I write these words, of course, at the time of the 100th anniversary of the outbreak of the First World War, a conflict spurred, in large part, by escalating, unfettered nationalism. The Europeans' answer to the 'nationalist' problems of the 20th Century was to de-emphasize the nation-state in favor of the collective. The irony, of course,  is that in doing so, they have tampered with the basic human need  for paternalistic symbols, whereby one shapes his or her identity -- and perhaps even existence -- by reference to a defined sovereign entity, which reigns over our individual lives beyond family and beyond our immediate communities.  

The problem of failed identity in a world without frontiers will bedevil the citizens of the 21st Century. The governments of western countries must therefore recognize that the utopian drive towards integration and collective identity -- and the inherent emptiness of that enterprise -- will necessarily stir to life the dormant but very real attachments citizens have to their language, culture and history. There can be no surprise then when a country such as Scotland, for 300 years a peaceful, if not exactly placid, constituent member of the United Kingdom, suddenly rebels against British dominion and demands independence. Strengthening the spirit of nationalism, drawing on a nation's rich history and collective memory, emphasizing national uniqueness and pride as well as the nation's special mission, is a task worthy of any Western leader. The question remains whether we have any leaders left worthy of the task.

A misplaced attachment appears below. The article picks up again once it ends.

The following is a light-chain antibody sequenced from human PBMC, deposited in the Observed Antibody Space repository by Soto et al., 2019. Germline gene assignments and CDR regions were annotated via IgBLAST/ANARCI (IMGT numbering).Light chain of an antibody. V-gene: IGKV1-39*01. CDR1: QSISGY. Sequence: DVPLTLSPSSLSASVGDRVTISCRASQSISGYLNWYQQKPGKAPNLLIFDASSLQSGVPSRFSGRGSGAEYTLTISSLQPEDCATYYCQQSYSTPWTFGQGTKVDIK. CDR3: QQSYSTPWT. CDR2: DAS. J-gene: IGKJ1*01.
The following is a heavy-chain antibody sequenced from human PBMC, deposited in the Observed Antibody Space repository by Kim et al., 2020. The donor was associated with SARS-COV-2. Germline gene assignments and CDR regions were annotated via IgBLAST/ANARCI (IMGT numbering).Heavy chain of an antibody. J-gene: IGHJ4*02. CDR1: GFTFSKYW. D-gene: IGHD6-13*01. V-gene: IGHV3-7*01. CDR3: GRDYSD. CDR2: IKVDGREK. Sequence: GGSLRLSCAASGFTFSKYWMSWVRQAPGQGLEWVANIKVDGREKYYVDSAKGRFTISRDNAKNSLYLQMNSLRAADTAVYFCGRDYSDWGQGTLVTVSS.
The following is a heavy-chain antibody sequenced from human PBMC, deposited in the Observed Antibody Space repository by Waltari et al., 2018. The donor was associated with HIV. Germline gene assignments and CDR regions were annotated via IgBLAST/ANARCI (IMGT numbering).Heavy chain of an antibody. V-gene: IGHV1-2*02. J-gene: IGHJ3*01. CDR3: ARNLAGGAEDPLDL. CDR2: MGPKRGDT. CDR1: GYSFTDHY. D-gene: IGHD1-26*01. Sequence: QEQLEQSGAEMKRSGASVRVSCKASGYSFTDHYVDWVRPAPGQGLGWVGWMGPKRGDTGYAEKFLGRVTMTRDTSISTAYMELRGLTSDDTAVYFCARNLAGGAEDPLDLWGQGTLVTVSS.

Avi Davis is the President of the American Freedom Alliance in Los Angeles, the coordinator of the AFA  Identity Crisis Conference in Rome in 2008 and the moderator of the Outbreak of the First World War and its Consequences conference held on September 21, 2014.

On Friday morning the Scottish people must felt like the failed suicide who awakes in hospital the next day and wonders to himself: "Now why in the hell did I do a stupid thing like that?"

The convincing drubbing that the independence movement took on Thursday should have made most Scots aware of how facile and threadbare were their ideas of separation.

Without a solid financial structure, with the threat of the UK withdrawing the usage of the English pound and with the EU 's own president declaring how difficult it would be for Scotland to gain entry into the European Union, there was, in the end, really no doubt about the result. Secession would have brought economic and political pain beyond endurance.

Suicide averted and now life can move on. 

But the foolish Scottish secession movement may be a harbinger of more drastic things to come. Put simply, the drive to break up great nations has not ended; it has only just begun.

Catalonians and the Basque in Spain, Quebecois in Canada, the Flemish in Belgium, the Faroe Islanders in Denmark, Venetians in Italy and Bavarians in Germany have all contracted something of the same secessionist bug.

Which is not to mention Wales, Cornwall, Northern Ireland in the United Kingdom, Silesia in Poland, Frisia in Netherlands/Germany, Corsica in France, Aaland in Finland and Kashmir in India. These countries all sport incipient movements that call for breaking away from the motherland. And over time, the movements will only gain in strength as the nation-state as we know it comes under relentless pressure to fragment.

One of the causes of this process of dismemberment is the resistance to the intense globalization which has affected the economies, social structures, and political climates of all Western oriented nations. As these countries see more of their jobs outsourced to Asia; as they feel their own wealth drained by supranational entities or else by heavy taxation from a central government which sends back very little in return or as their distinctive cultural identity is eroded by an invasive English language-based culture, there is a tendency to wish for the days in which one could claim to actually belong to something other than a nominal state, whose political  and economic frontiers are fast disappearing to the point of invisibility.